"and other departments will be cut in parallel" what other departments? layoff announcement should be complete. This is an incomplete email about an incomplete decision.
"336" wtf, this email should talk in percentage, like, We plan to cut up to 1.4% of our workforce.
Complete bull (IMO)
I'm sure the guys being laid off appreciate their boss' rhetorical prowess.
we thought we would grow very fast and we hired accordingly. Turns out we didn't grow that fast so now we're firing accordingly.
Please don't be mad at us! If things work out as we hope they will with Moments and all the rest, we may want to hire you back in the future because you folks are not so shoddy after all.
I don't know what is meant by "generous exit package", but it may be enough to tide the employees over to their next job.
So is it a startup? Idk wtf a startup is but Twitter isn't a blue chip.
Kids: do not use either if you care about the judgment of your elders.
Bonus protip: until you vest, you should care.
It might be pragmatic to care about the judgment of one's ignorant elders, when the ignorant have power over you, but in no other sense should one care about such opinions.
Or if you're a VC, it's "tech company whose current valuation is based on future value"
That said, it's clear they are struggling to stay alive and that is a trait of many start ups.
Wikipedia defines startup as a new business in the form of a company, a partnership or temporary organization designed to search for a repeatable and scalable business model.
Not sure where an exact "point" is (if one even exists) but would seem that Twitter (a nearly ten year old company with revenues of $1.4B) no longer fits that definition.
Shit got real, gotta drop, 336 deep. Mainly ingenieros. Don't get shook, all drops get $. Keep keeping on. Questions? Holla @ur boy. -J
Keep ya heads up and Eyes on the prize fam. Stay woke & drop a RT/fave so I know its real. #TweepsGoDeep #GottaGoLeanToRegulate
They're going to let me be CEO again, but as part of the deal I had to fire a bunch of people. Mostly engineers since I'm told there are many of them who cost too much and don't seem to impact the top line. Please let's all be nice about the whole thing, so it doesn't turn into a PR disaster.
I have seen this exact thing happen in a company I used to work for. It was the catalyst that made me look for another job.
I'm not saying this is the case with Twitter, I don't know anything about Twitter as a company.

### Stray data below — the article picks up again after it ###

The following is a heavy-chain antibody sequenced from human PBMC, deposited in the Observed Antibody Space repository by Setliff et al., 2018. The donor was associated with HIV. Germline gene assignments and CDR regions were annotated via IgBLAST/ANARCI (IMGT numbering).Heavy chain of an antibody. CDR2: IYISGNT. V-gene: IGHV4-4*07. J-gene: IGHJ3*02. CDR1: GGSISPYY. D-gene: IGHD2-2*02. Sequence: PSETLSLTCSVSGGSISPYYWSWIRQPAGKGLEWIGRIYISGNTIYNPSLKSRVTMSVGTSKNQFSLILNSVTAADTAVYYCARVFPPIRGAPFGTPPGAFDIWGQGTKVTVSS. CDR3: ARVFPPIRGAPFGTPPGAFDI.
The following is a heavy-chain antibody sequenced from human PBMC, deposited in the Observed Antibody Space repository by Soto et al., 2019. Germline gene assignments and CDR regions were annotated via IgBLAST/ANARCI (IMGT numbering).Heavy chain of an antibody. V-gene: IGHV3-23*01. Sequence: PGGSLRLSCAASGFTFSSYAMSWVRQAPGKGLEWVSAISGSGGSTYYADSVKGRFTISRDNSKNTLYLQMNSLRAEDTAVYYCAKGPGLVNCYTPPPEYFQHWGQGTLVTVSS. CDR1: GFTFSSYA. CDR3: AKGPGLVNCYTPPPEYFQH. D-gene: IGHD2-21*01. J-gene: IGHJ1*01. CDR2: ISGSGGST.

This probably doesn't happen in smaller startups, but I've worked in several medium and large size companies and have seen it happen.
It doesn't matter if you're getting along with your coworkers, they aren't the ones making the layoff decisions.
Those engineers are usually fairly vocal about obstacles. Managers should learn to interpret this signal, suss out the root cause (usually easy) and eliminate it (usually hard).
Twitter might actually be better served by promoting some set of the folks that landed on the cut list.
Well in this case it maybe what happened. They are eliminating the root cause -- the actors ;-)
Basically always think twice and watch your back. HR is not your friend to confide in, being disgruntled and pointing to issues need to be done carefully. In an irrational organization it will backfire -- you are labeled as a disgruntled trouble-maker.
They might have written some of the best code in a feature that management doesn't want anymore (Twitter API anyone?) but that doesn't necessarily translate in being part of those that are kept.
Maybe the dev lived in a town where they are closing the whole office and relocation is too much $$$ compared to a package. Maybe she just hasn't been with Twitter long enough to shine outside of her immediate team (who're all being cut). Maybe the folks drawing up lists had to make some concessions to keep some of their friends employed (consciously or otherwise.)
Maybe they had some stock options or something they were holding onto??
As a logical exercise, if we assign some risk to your employer terminating you (I imagine especially for publicly traded companies one could come up with some more-accurate-than-guess-formula), then there would be a point at which the risk of your current employer would outweigh the risk of leaving to find another job. Or, another way, the risk-reward between two different jobs could be measured (e.g. working at risky Startup X vs stable Retail Bank Y).
http://www.stern.nyu.edu/sites/default/files/assets/document... "Estimating the Probability of Bankruptcy"
One of the things companies do when growth stops and they want to increase profits is lay people off (it's kinda a classic MBA move).
Case in point - Target's acquisition of the Zellers leases on their locations.